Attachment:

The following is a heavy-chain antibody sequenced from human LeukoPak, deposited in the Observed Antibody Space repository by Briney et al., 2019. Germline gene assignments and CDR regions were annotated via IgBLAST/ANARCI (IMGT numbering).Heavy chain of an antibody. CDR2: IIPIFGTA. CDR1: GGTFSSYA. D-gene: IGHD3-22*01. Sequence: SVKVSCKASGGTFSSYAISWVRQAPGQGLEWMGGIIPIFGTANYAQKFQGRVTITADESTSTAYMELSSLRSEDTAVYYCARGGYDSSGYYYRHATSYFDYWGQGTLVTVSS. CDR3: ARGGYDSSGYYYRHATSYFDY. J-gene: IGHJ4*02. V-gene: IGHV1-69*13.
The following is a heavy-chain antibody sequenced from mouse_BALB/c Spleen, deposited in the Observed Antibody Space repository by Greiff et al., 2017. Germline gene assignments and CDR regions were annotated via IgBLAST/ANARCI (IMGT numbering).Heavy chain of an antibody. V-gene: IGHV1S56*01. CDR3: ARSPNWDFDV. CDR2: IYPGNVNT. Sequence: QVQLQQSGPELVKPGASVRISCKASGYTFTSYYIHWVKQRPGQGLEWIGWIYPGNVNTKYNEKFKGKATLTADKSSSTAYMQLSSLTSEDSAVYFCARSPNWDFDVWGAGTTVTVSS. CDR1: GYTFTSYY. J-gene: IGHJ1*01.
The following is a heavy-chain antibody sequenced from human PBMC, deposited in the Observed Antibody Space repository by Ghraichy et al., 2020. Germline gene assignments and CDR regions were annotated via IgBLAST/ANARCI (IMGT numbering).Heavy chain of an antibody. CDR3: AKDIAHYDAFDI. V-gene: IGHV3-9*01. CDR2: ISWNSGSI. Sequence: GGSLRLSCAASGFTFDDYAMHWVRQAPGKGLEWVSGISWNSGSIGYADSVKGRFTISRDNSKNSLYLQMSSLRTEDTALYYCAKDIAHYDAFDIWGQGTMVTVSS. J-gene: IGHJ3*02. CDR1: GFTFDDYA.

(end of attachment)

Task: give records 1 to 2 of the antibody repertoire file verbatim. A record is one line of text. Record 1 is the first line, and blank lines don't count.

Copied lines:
The following is a heavy-chain antibody sequenced from human LeukoPak, deposited in the Observed Antibody Space repository by Briney et al., 2019. Germline gene assignments and CDR regions were annotated via IgBLAST/ANARCI (IMGT numbering).Heavy chain of an antibody. CDR2: IIPIFGTA. CDR1: GGTFSSYA. D-gene: IGHD3-22*01. Sequence: SVKVSCKASGGTFSSYAISWVRQAPGQGLEWMGGIIPIFGTANYAQKFQGRVTITADESTSTAYMELSSLRSEDTAVYYCARGGYDSSGYYYRHATSYFDYWGQGTLVTVSS. CDR3: ARGGYDSSGYYYRHATSYFDY. J-gene: IGHJ4*02. V-gene: IGHV1-69*13.
The following is a heavy-chain antibody sequenced from mouse_BALB/c Spleen, deposited in the Observed Antibody Space repository by Greiff et al., 2017. Germline gene assignments and CDR regions were annotated via IgBLAST/ANARCI (IMGT numbering).Heavy chain of an antibody. V-gene: IGHV1S56*01. CDR3: ARSPNWDFDV. CDR2: IYPGNVNT. Sequence: QVQLQQSGPELVKPGASVRISCKASGYTFTSYYIHWVKQRPGQGLEWIGWIYPGNVNTKYNEKFKGKATLTADKSSSTAYMQLSSLTSEDSAVYFCARSPNWDFDVWGAGTTVTVSS. CDR1: GYTFTSYY. J-gene: IGHJ1*01.